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Jul 28, 2012 12:37 PM

Cast iron worse than high maintenance girlfriend!

So I have recently started trying to eat healthy which involves cooking properly. I have a stainless steel skillet that my father gave me and that was it. I read that stainless steal is to sticky to use as a real pan other than for sauces? so I went out and under recommendation by everyone bought a 30$ cast iron pan.

Brought it home, scrubbed it with warm water seasoned it up (oil oven etc) and immediately noticed as I tried to put another coat of oil on it two things were happening.

1) The paper towel was leaving behind small chunks of itself that I could only reliable remove with water.

2) The towel I was drying it with was leaving behind lint.

Now neither of these things are all that alarming unless you enjoy eating lint and paper towel remnants but as a normal human being to me they were extremely frustrating. I finally was able to just wash and dry using the burner but I can't put another coat of oil on after using without getting all kinds of paper towel junk all over it.

So whatever, maybe I don't need oil. Ill let it sit for an hour to cool down and throw it in the cupboard. Nope. 2 hours later it's still just as hot as when It came off the burner but now the heat is all over the pan.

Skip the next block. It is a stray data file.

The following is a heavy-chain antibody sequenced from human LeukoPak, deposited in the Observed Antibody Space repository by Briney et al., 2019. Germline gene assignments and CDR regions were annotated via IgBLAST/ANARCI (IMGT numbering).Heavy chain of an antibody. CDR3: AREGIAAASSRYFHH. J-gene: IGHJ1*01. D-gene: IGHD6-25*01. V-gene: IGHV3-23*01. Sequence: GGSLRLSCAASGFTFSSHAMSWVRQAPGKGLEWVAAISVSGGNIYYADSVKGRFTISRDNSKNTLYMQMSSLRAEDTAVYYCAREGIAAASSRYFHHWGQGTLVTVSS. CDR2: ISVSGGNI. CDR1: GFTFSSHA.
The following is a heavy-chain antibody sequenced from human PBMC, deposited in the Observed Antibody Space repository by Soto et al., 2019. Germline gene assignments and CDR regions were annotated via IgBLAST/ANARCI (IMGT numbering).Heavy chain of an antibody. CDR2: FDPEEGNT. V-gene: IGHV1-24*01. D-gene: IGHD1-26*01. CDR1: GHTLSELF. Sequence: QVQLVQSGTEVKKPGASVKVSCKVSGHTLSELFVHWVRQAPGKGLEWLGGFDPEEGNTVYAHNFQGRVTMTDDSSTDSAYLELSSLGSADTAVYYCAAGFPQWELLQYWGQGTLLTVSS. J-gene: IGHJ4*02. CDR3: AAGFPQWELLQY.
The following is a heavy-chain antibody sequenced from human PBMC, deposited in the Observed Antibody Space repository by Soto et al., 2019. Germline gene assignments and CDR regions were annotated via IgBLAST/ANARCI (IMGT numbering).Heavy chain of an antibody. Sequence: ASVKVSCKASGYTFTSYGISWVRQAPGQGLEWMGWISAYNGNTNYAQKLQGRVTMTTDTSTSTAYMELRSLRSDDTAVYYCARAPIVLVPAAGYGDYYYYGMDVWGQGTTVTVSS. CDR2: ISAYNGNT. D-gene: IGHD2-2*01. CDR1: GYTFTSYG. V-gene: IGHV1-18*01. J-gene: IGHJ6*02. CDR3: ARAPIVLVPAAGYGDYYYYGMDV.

Seriously, I have stuff to do during the day, I can dedicate MAYBE 30 minutes at a time to cook unless I have time to make a huge meal, Is this pan really that much better than say a stainless steel pan? Is it really worth all this hassle if I don't have all day to care for this thing?

I am using bounty paper towel to spread the oil, any suggestions on how to not get chunks everywhere?

PS: Not to mention it stinks up the house when I dry it off on the burner.

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  1. Sounds weird. I have old pans with a smooth finish, so I don't experience any of those problems. I also use a stainless steel skillet (with a heavy aluminum bottom), and it works fine.
    Is your CI pan rough, so is tearing the paper towel? Some of the newer ones seem to have that type of finish.
    The pan will stay hot for awhile. I just rub mine out with the paper towel. and if I actually scrub it (yes, I do that in a sink of water, with some soap), I still wipe it out with a towel. make sure it's really dry, then add some oil, rub it in while the pan is still warm and leave it on a cold burner and let it cool down on its own.

    2 Replies
    1. re: wyogal

      My biggest problem is when I rub it with a paper towel chunks of the paper towel break off in the pan because the surface is rough still since it's new.

      1. re: esoterikk

        If you bought a pan with a rough cooking surface, that's your first mistake. The second is using oil instead of shortening for the initial seasoning. Then there's the procedure. You should follow the instructions on and ignore everything else.

        In the long run, a cast iron pan will give you far less trouble than any GF.

    2. "I read that stainless steal is to sticky to use as a real pan other than for sauces?"

      I would definitely have to disagree with this. Cast iron is nice for lots of applications, but so is stainless. It's not sticky at all assuming you follow proper cooking techniques, I use stainless for almost everything but braises and eggs.

      2 Replies
      1. re: twyst

        What type of oil did you use to season it?

        1. re: mike9

          not sure if thats a misplaced question or not, but you dont season a stainless pot/pan